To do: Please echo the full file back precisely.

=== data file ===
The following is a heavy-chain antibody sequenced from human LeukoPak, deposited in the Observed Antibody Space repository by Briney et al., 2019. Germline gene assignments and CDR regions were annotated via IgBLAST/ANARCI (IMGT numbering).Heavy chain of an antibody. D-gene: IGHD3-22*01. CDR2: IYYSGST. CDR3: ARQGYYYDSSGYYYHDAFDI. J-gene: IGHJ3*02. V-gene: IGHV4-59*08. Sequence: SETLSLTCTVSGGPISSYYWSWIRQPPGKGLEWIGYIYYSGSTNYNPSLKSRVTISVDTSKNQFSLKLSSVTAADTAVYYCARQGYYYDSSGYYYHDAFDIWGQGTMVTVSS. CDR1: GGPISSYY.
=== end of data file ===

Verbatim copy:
The following is a heavy-chain antibody sequenced from human LeukoPak, deposited in the Observed Antibody Space repository by Briney et al., 2019. Germline gene assignments and CDR regions were annotated via IgBLAST/ANARCI (IMGT numbering).Heavy chain of an antibody. D-gene: IGHD3-22*01. CDR2: IYYSGST. CDR3: ARQGYYYDSSGYYYHDAFDI. J-gene: IGHJ3*02. V-gene: IGHV4-59*08. Sequence: SETLSLTCTVSGGPISSYYWSWIRQPPGKGLEWIGYIYYSGSTNYNPSLKSRVTISVDTSKNQFSLKLSSVTAADTAVYYCARQGYYYDSSGYYYHDAFDIWGQGTMVTVSS. CDR1: GGPISSYY.